Salmon for All

November 26, 2012

Each fall, big salmon overcome huge barriers to continue their cycle of life in Oregon’s coastal rivers, including the dramatic leaping for life at Nehalem Falls on the South Fork of the Nehalem River. But at nearby Waterhouse Falls on the North Fork of the Nehelam River, the salmon’s upriver journey is briefly interrupted.


It happens inside a concrete fish ladder built into the side of a cliff adjacent to the powerful surging falls. The ladder offers salmon an easier route for passage and it is a good spot to set a trap; it’s also where an ODFW crew intercepts the fish each fall.

The big and brawny wild chinook are caught in the trap; the fish are tagged, measured and then released to swim to upriver spawning grounds. But according to state fishery biologist, Derek Wiley, it’s a different story for the hatchery-born coho salmon.

“We don’t want their genetics mixing with the wild fish, so all hatchery fish that we catch are killed and they go into ice filled totes and then they are taken to the local food bank.”

The project owes thanks to the Oregon Department of Fish and Wildlife, who provides surplus hatchery coho salmon to Tillamook County volunteers to make sure that  local children and others will have a meal.

Volunteer organizer for the project Mike Ehlen says ODFW makes it possible for hundreds of local school kids: “It is all local fish and the best possible protein you can get. Plus, it’s our own salmon and that helps all the way across the community.”

The fish are transported by volunteers to Tillamook Bay Boat House in Garibaldi, where they are processed and canned. Owner Darus Peake provides the labor force that cleans, cuts and cooks the raw salmon. He said that canning the fresh salmon is preferred because it gives the product a longer shelf life and that’s important.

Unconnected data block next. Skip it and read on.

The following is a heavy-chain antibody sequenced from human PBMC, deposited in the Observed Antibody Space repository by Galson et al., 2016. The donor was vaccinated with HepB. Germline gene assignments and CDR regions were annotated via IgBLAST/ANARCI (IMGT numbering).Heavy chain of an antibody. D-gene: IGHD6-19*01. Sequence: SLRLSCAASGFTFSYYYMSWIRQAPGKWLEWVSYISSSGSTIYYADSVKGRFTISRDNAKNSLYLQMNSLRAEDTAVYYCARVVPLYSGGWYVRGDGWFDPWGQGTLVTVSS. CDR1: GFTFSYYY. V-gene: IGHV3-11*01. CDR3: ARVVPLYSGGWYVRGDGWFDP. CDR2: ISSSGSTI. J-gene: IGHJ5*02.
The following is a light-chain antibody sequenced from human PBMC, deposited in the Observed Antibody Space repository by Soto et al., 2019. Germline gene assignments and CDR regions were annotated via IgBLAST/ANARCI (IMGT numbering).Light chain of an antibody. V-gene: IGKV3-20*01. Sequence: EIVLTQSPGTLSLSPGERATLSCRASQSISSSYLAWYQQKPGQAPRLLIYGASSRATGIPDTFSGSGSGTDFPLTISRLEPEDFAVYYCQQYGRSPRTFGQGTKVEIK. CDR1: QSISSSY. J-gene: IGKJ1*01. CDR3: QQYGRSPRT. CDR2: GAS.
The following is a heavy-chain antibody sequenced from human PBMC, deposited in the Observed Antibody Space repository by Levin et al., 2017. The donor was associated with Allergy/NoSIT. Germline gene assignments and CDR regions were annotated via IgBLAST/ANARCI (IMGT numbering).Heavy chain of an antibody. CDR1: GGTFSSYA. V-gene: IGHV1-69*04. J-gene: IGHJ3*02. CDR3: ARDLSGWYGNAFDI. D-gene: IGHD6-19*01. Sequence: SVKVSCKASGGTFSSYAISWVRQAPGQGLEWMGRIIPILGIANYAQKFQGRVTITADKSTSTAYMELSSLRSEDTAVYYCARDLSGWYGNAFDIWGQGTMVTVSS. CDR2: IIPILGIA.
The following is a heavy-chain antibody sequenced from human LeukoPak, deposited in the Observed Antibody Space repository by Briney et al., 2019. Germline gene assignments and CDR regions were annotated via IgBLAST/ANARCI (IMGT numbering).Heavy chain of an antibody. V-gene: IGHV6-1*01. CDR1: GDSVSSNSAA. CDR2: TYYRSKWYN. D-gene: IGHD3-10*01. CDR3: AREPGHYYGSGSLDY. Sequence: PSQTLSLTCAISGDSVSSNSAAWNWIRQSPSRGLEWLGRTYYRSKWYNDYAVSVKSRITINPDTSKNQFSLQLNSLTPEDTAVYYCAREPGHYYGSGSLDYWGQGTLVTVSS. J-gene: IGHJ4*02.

“We have so many children in Oregon who need food year round,” said Peake. “We have the ability and the opportunity to provide something lasting for our kids. That’s why we’re here!”

The kids who live in Tillamook County also lend a hand. Each of the 20 students enrolled in Steve Albrechtsen’s Basic Photography class at Neah-Kah-Nie High School in Tillamook County design a can label for the project. The students then select the winner from the entries. The students also glue the labels on all 8,000 of the cans. It’s not just salmon either. The project also includes sport-caught tuna fish that’s been donated by local sport fishermen.

Albrechtsen said that hunger is not a topic that many kids talk about, so the project is a good introduction to the real problems their communities face each day: “I think they’re all a bit shocked of how needy our community is and some of the students are quiet about it because many know their families are recipients. But they also learn that it’s their duty to step up and help other if they can.”

Local project coordinator, Bill Campbell added, “The students help provide hundreds of cases of canned fish that aren’t for sale, but are given away to schools and local food banks. It’s something they will remember for the rest of their lives.”

The canned salmon and tuna provide critical protein for people who don’t have enough to eat and the project reflects a unique Oregon spirit that finds neighbors helping neighbors through tough times.

About The

Grant McOmie
Grant McOmie is a Pacific Northwest broadcast journalist, teacher and author who writes and produces stories and special programs about the people, places, outdoor activities and environmental issues of the Pacific Northwest. A fifth generation Oregon native, Grant’s roots run deepest in the central Oregon region near Prineville and Redmond where his family continues to live.